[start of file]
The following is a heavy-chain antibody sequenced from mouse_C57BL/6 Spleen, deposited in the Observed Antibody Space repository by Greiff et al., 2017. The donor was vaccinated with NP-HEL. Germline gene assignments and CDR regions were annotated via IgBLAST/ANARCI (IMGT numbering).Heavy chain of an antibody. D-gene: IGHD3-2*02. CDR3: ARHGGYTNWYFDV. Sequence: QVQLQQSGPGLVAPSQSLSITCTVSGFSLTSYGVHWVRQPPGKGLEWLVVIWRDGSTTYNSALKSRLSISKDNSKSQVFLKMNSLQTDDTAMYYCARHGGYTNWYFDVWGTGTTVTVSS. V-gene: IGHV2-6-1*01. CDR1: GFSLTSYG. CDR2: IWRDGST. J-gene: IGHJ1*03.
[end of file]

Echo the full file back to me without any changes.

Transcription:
The following is a heavy-chain antibody sequenced from mouse_C57BL/6 Spleen, deposited in the Observed Antibody Space repository by Greiff et al., 2017. The donor was vaccinated with NP-HEL. Germline gene assignments and CDR regions were annotated via IgBLAST/ANARCI (IMGT numbering).Heavy chain of an antibody. D-gene: IGHD3-2*02. CDR3: ARHGGYTNWYFDV. Sequence: QVQLQQSGPGLVAPSQSLSITCTVSGFSLTSYGVHWVRQPPGKGLEWLVVIWRDGSTTYNSALKSRLSISKDNSKSQVFLKMNSLQTDDTAMYYCARHGGYTNWYFDVWGTGTTVTVSS. V-gene: IGHV2-6-1*01. CDR1: GFSLTSYG. CDR2: IWRDGST. J-gene: IGHJ1*03.